When word got out that the FCC agreed to the terms of the Bell South/AT&T merger with a supposed caveat that Net Neutrality principals must be followed for a good spell, one might have expected that the advocates for NN legislation would be able to build some momentum going into a new Democratic Congress.
Instead, there's been murkiness and disagreement over who "won" the merger deal; respected Internet experts coming out against legislation; and, a neat trick of turning the rhetorical tide back on a lead legislative advocate.
Four very smart people weigh in today with a Washington Post op-ed piece that argues against imposing net neutrality requirements on broadband providers. David Farber, professor of computer science and public policy at Carnegie Mellon University, Michael Katz, professor of economics at the University of California at Berkeley (and former top economist at both the FCC and DOJ), Gerald Faulhaber, a professor at the Wharton School and the University of Pennsylvania’s law school, and Christopher Yoo, a law professor at Vanderbilt University, argue that net neutrality laws could stiflle innovation without providing any consumer benefits.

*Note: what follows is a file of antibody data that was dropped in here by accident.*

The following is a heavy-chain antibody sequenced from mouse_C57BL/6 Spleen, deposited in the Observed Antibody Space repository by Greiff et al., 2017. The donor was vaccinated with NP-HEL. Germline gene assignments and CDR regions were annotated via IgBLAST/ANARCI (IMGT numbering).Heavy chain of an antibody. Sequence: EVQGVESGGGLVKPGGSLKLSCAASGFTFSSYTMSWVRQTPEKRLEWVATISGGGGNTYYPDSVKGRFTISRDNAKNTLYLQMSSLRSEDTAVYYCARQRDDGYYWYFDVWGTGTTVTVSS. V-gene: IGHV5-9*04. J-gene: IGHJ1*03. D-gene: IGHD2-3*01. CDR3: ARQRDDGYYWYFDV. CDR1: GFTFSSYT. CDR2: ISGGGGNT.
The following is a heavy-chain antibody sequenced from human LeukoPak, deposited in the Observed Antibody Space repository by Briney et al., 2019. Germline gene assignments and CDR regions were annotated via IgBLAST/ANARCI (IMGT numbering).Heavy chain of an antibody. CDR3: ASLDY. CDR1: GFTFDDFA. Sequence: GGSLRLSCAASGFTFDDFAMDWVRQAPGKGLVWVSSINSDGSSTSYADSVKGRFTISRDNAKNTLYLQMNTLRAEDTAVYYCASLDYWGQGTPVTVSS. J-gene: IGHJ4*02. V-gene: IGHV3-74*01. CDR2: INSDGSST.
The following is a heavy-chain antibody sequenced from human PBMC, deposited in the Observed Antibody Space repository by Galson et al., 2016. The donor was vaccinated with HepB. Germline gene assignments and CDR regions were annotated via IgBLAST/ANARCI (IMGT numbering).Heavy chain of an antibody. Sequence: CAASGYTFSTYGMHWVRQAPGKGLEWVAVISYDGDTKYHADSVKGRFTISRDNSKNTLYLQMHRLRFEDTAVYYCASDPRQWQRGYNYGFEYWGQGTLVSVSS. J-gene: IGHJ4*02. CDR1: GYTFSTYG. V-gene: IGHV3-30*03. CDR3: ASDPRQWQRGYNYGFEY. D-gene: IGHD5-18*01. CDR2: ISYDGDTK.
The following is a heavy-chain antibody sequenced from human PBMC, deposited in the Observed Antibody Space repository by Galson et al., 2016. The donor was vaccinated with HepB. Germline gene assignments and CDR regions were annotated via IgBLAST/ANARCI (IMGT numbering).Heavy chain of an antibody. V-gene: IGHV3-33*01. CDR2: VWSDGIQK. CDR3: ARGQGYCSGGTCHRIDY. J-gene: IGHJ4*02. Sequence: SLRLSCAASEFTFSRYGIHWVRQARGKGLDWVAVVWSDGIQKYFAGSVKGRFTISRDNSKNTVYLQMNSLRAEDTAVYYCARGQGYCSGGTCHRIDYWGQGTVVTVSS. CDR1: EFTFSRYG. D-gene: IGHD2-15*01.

They make a valid case that some kinds of discrimination make intuitive (and probably social and economic) sense, such as ensuring that a patient’s heart monitor gets higher priority than a music download during periods of network congestion. To bar all forms of discrimination might mean harming, not helping, consumers. It’s just not clear “to determine in advance whether a particular practice promotes or harms competition,” they write.
It's not new that any of these professors are against pre-emptive legislation. But, the collective effort, the timing of the op-ed and the placement in the very-tough-to-get Washington Post is what is notable.
Over at Beet.TV, another Internet OG, Esther Dyson, throws around the "muddle" word and says: